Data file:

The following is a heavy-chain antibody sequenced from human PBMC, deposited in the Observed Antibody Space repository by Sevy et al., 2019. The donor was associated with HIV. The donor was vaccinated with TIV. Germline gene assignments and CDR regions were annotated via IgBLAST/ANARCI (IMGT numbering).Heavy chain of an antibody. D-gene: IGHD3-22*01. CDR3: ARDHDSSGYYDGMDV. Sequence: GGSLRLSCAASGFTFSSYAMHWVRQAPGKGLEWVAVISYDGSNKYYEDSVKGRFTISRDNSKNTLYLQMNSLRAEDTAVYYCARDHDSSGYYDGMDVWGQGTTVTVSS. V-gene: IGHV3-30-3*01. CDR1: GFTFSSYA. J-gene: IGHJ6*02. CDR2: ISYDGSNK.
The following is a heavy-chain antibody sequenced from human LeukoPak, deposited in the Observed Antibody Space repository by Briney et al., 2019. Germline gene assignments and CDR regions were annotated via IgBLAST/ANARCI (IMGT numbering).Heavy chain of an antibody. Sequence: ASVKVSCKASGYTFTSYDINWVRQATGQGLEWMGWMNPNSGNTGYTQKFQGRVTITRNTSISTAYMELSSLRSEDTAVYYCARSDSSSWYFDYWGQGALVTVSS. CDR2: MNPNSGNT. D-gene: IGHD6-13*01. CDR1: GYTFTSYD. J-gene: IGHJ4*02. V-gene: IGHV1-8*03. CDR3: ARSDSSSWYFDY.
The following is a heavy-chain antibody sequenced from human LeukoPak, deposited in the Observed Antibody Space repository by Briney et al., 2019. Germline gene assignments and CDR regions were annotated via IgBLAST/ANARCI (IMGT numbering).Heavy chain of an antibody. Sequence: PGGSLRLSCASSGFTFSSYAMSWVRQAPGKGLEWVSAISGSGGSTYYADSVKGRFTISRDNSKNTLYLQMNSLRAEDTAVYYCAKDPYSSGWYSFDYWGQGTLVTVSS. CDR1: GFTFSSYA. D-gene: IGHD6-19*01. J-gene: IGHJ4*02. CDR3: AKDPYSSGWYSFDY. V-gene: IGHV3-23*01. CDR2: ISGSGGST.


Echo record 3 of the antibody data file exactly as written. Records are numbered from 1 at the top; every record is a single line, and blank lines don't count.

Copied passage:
The following is a heavy-chain antibody sequenced from human LeukoPak, deposited in the Observed Antibody Space repository by Briney et al., 2019. Germline gene assignments and CDR regions were annotated via IgBLAST/ANARCI (IMGT numbering).Heavy chain of an antibody. Sequence: PGGSLRLSCASSGFTFSSYAMSWVRQAPGKGLEWVSAISGSGGSTYYADSVKGRFTISRDNSKNTLYLQMNSLRAEDTAVYYCAKDPYSSGWYSFDYWGQGTLVTVSS. CDR1: GFTFSSYA. D-gene: IGHD6-19*01. J-gene: IGHJ4*02. CDR3: AKDPYSSGWYSFDY. V-gene: IGHV3-23*01. CDR2: ISGSGGST.